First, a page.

By Chuck Graham, TucsonStage.com
If you believe in the uplifting, redemptive power of art, you must see “Caesar Must Die.”
Paolo and Vittorio Taviani (“Padre Padrone” was their first film) have gone to the Rebibbia prison on the outskirts of Rome. The place is filled with drug dealers and Mafiosi, hardened men whose life of crime was interrupted by a judge’s sentence.
Every year the prison allows its inhabitants to stage a play. This particular year it is “Julius Caesar.” The Tavianis are not staging the play themselves, they are only taking us into the six-month rehearsal process and the opening night performance.
Their acting skills feel surprisingly well-developed. It is easy to imagine that all criminals living by their wits are finely-tuned to the public image they project. Which is that same talent all actors possess. These criminals have been acting their entire lives – as if their lives depended on it, which it has.
Perhaps the editing is also responsible for showing these complicated men giving such heartfelt performances as Julius Caesar, Brutus, Marc Antony and the others.
A precious gift in the film is showing us real faces lined by real fears, baggy eyes filled with troubles and tensions, slack jaws shaped by cheap food and countless nights of tortured sleep.
And always behind each face burns every prisoner’s shame at getting caught and that grinding desire to finally be free again.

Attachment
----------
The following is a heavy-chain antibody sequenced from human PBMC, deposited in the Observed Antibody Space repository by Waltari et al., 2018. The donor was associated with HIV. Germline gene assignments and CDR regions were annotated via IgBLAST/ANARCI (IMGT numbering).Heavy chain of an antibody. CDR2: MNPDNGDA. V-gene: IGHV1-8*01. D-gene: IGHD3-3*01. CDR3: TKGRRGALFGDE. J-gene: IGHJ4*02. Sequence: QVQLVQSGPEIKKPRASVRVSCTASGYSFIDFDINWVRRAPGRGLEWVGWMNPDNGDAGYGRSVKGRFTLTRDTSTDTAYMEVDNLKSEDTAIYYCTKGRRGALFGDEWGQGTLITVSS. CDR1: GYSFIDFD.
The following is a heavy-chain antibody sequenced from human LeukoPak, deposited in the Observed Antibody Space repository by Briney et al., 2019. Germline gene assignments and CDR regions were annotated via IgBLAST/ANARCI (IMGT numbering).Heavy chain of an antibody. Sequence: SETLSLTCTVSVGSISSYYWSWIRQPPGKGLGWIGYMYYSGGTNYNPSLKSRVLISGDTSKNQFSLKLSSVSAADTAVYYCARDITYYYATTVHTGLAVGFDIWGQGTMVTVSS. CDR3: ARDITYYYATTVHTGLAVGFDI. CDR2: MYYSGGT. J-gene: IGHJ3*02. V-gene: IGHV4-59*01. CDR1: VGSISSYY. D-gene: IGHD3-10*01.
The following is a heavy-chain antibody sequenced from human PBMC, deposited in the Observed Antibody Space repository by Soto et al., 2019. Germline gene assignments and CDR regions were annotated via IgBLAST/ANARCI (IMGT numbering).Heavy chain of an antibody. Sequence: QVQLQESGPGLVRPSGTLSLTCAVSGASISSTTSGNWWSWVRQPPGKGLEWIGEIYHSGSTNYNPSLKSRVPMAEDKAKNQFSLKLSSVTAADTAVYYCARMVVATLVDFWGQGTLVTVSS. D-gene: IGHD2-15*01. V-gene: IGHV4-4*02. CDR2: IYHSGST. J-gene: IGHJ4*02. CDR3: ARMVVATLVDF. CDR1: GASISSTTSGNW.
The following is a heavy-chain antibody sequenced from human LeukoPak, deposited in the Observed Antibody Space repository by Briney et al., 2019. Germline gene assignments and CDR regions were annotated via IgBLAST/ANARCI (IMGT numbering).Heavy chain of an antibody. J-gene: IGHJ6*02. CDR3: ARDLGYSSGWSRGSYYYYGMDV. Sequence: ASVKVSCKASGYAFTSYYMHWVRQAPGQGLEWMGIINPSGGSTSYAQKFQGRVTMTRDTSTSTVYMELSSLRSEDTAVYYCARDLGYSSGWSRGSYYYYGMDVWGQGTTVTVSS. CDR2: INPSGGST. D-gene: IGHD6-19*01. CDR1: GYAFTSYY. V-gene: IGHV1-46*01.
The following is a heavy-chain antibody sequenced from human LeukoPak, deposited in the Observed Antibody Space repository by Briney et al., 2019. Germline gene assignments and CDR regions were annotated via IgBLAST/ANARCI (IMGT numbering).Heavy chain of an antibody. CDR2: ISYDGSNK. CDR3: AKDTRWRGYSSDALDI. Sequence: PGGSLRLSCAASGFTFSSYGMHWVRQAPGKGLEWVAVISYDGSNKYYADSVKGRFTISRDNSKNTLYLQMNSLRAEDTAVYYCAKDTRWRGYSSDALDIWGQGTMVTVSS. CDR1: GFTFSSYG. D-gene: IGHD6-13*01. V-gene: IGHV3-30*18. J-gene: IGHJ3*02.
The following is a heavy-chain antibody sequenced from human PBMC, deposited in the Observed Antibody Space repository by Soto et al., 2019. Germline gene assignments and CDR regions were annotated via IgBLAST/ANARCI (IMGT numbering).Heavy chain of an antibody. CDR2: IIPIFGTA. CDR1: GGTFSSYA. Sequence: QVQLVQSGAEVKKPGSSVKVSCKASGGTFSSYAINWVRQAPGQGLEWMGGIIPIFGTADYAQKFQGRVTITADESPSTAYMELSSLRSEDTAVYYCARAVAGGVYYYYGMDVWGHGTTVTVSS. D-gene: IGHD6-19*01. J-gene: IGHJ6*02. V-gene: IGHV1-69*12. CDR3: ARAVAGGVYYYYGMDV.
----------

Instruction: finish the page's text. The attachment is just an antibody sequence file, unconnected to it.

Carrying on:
As the film begins in a rehearsal of the play’s final scene, with Brutus pleading for compatriots to kill him, we are slapped with the brutal truth that movie stars portraying scenes from the criminal world have never lived lives anywhere close to the real thing.
These men have. For them, “Julius Caesar” is a natural fit. All that intrigue, all that conniving, all that strategic use of power. They intuitively understand these matters, not by imagining but by remembering.
Most of the film is about the drama of rehearsal, gradually coming to portray how much the play means to each of the participants. Rehearsal is a mental escape from their daily drudgery, not just by having a different routine but having the chance to enter a world shaped by Shakespeare’s language.
The telling of this tale clocks in at a brisk 76 minutes, centering on Caesar’s suspicions, Brutus’ betrayal and subsequent pleas for an assisted suicide.
But what you will remember – guaranteed – are those faces. Dickens couldn’t have done it better.